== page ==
• Ye was the capital of Eastern Wei Dynasty and Northern Qi Dynasty.


Government Capital Period
Xia Song (崇) Gun
Yangcheng (陽城) Yu[2]
Chu (鉏) Yi
Qiongshi (窮石) Yi, Hanzhuo
Zhen (斟) Taikang
Diqiu (帝丘) Xiang
Yuan (原) Zhu
Laoqiu (老丘) Zhu
Xihe (西河) Yinjia
Zhen (斟) Jie
Henan (河南) Jie[3]
Shang Bo (亳) Shang Tang[3]
Fan (蕃) Xie
Dishi (砥石) Zhaoming
Shang (商) Zhaoming
Shangqiu (商邱) Xiangtu
Foot of Mount Tai ("泰山麓") Xiangtu
Shangqiu (商邱) Xiangtu
Yin (殷) Shanghou
Shangqiu (商邱) Yinhou
Bo ("西"亳) Tang
Xiao (囂) Zhongding
Xiang (相) Hedanjia
Xing (邢) Zuyi
Bi (庇) Zuyi
Yan (奄) Nan'geng
Yin (殷) Pan'geng
Zhou (Western) Zongzhou (宗周, Western capital) 1046 BC—771 BC
Chengzhou (成周, Eastern capital) 1046 BC—771 BC
Zhou (Eastern) Chengzhou (成周) 770 BC—367 BC
"Henan" (河南, capital of the Western Zhou State) 367 BC—256 BC
Gong (鞏, capital of the Eastern Zhou State) 367 BC—249 BC
Qin Xiquanqiu (西犬丘)
Pingyang (平陽) —677 BC
Yong (雍) 677 BC—
Jingyang (涇陽) —383 BC
Liyang (櫟陽) 383 BC—250 BC
Xianyang (咸陽) 350 BC—207 BC
Han (Western) Luoyang (雒陽) 202 BC
Liyang (櫟陽) 202 BC—200 BC
Chang'an (長安) 200 BC—8 BC
Xin Chang'an (長安) 8 CE—23 CE
Han (Eastern) Luoyang (雒陽) 25—190
Chang'an (長安) 191—195
Xu (許) 196—220
(Three Kingdoms)
Luoyang (洛陽) 220—265
(Three Kingdoms)
Chengdu (成都) 221—263
(Three Kingdoms)
Jianye (建業) 227—279
Jin (Western) Luoyang (洛陽) 265—313
Chang'an (長安) 313—316
Jin (Eastern) Jiankang (建康) 317—420
(Northern dynasties)
Pingcheng (平城) 386—493
Luoyang (洛陽) 493—534
Ye (鄴, capital of the Eastern Wei State) 534—550
Chang'an (長安, capital of the Western Wei State) 535—557
(Northern dynasties)
Ye (鄴) 550—577
(Northern dynasties)
Chang'an (長安) 557—581
(Southern dynasties)
Jiankang (建康) 420—479
(Southern dynasties)
Jiankang (建康) 479—502
(Southern dynasties)
Jiankang (建康) 502—557
(Southern dynasties)
Jiankang (建康) 557—589
Sui Dongdu (東都) 581—618
Daxing (大興, auxiliary capital) 581—618
Tang Chang'an (長安) 618—690
Zhou Chang'an (長安) 690—705
Tang Chang'an (長安) 705—904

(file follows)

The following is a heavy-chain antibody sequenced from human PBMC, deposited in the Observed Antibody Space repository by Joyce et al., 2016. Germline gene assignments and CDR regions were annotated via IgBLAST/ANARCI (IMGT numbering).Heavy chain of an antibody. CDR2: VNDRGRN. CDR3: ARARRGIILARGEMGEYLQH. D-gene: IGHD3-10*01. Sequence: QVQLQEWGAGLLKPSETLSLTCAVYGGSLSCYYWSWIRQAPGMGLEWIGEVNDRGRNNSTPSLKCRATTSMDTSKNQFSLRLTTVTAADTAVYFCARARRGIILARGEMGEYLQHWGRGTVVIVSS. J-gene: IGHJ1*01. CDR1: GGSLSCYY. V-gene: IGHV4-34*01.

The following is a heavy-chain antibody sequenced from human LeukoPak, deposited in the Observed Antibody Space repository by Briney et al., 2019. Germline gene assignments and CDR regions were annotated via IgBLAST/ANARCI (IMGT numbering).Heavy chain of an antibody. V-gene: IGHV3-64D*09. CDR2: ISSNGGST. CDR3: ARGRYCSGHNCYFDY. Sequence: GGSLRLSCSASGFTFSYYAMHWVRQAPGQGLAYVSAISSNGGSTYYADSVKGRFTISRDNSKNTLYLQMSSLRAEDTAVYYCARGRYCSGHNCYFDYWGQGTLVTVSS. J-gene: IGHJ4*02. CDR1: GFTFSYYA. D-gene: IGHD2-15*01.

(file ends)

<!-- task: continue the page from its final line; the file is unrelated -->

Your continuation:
Luoyang (洛陽) 904—907
(Five dynasties)
Dongdu (東都) 907—923
(Five dynasties)
Dongdu (東都) 923—936
(Five dynasties)
Dongjing (東京) 936—947
(Five dynasties)
Dongjing (東京) 947—950
(Five dynasties)
Dongjing (東京) 951—960
Song (Northern) Dongjing (東京) 960—1127
Song (Southern) Lin'an (臨安) 1127—1279
Empire of the Khitan
Shangjing (上京) 907—1120
Nanjing (南京) 1122—1123
Tokmok (虎思斡耳朵) 1134—1218
Jin Shangjing (上京) 1115—1153
Zhongdu (中都) 1153—1214
Nanjing (南京) 1214—1234
Western Xia Xingqing 1038—1227
Shangdu (上都) May 1264 — 1276
Dadu (大都) 1276 — August 1368
Shangdu (上都) August 1368 — 1369
Ming Nanjing (南京) 23 January 1368 — 2 February 1421
Beijing (北京) 2 February 1421 — 25 April 1644
Nanjing (南京) 1644 — 1645
Fuzhou (福州) 1645 — 1646
Zhaoqing (肇慶) 1646 — 25 April 1662
Later Jin Feiala (費阿拉) 1587 — 1603
Hetuala (赫圖阿拉) 1603 — 1619
Jiefan (界凡) 1619 — September 1620
Sarhu (薩爾滸) September 1620 — April 1621
Dongjing (東京) April 1621 — 11 April 1625
Shengjing (盛京) 11 April 1625 — 1636
Qing Shengjing (盛京) 1636 — 20 September 1644
Beijing (北京) 20 September 1644 — 12 February 1912[4]
Republic of China Nanjing (南京) 1 January 1912 — 2 April 1912
(Provisional Government)
Beijing (北京) 2 April 1912 — 30 May 1928
(Beiyang Government)[4]
Fengtian (奉天) 30 May 1928 — 29 December 1928
(Beiyang Government)
Guangzhou (廣州) 1 July 1925 — 21 February 1927
(Guangzhou Nationalist Government)
Wuhan (武漢) 21 February 1927 — 19 August 1927
(Wuhan Nationalist Government)[5]
Nanjing (南京) 18 April 1927 — 20 November 1937
(the Nanjing decade)[4]
Beiping (北平) 9 September 1930 — 23 September 1930
(Beiping Nationalist Government)
Taiyuan (太原) 23 September 1930 — 4 November 1930
(Beiping Nationalist Government)
Guangzhou (廣州) 28 May 1931 — 22 December 1931
(Guangzhou Nationalist Government)
Chongqing (重慶) 21 November 1937 — 5 May 1946
(during the Second Sino-Japanese War)[4]
Nanjing (南京) 30 March 1940 — 10 August 1945
(Wang Jingwei Government)
Nanjing (南京) 5 May 1946 — 23 April 1949[4]
Guangzhou (廣州) 23 April 1949 — 14 October 1949
(during the Chinese Civil War)
Chongqing (重慶) 14 October 1949 — 30 November 1949
(during the Chinese Civil War)
Chengdu (成都) 30 November 1949 — 27 December 1949
(during the Chinese Civil War)
Xichang (西昌) 27 December 1949 — 27 March 1950
(during the Chinese Civil War)
Taipei (臺北) 10 December 1949 — Present
People's Republic of China Beijing (北京) 10 October 1949 — Present

See also


  1. ^ Denis Twitchett, Herbert Franke, John K. Fairbank, in The Cambridge History of China: Volume 6, Alien Regimes and Border States (Cambridge: Cambridge University Press, 1994), p 454.
  2. ^ 李玉潔. [2003] (2003). 中國早期國家性質. 知書房出版集團. ISBN 9867938178, 9789867938176.
  3. ^ a b Bamboo annals Xia chapter on Xia Jie under the name Gui (癸).
  4. ^ a b c d e Esherick, Joseph. [2000] (2000). Remaking the Chinese City: Modernity and National Identity, 1900-1950. University of Hawaii Press. ISBN 0824825187.
  5. ^ Clark, Anne Biller. Clark, Anne Bolling. Klein, Donald. Klein, Donald Walker. [1971] (1971). Harvard Univ. Biographic Dictionary of Chinese communism. Original from the University of Michigan v.1. Digitized Dec 21, 2006. p 134.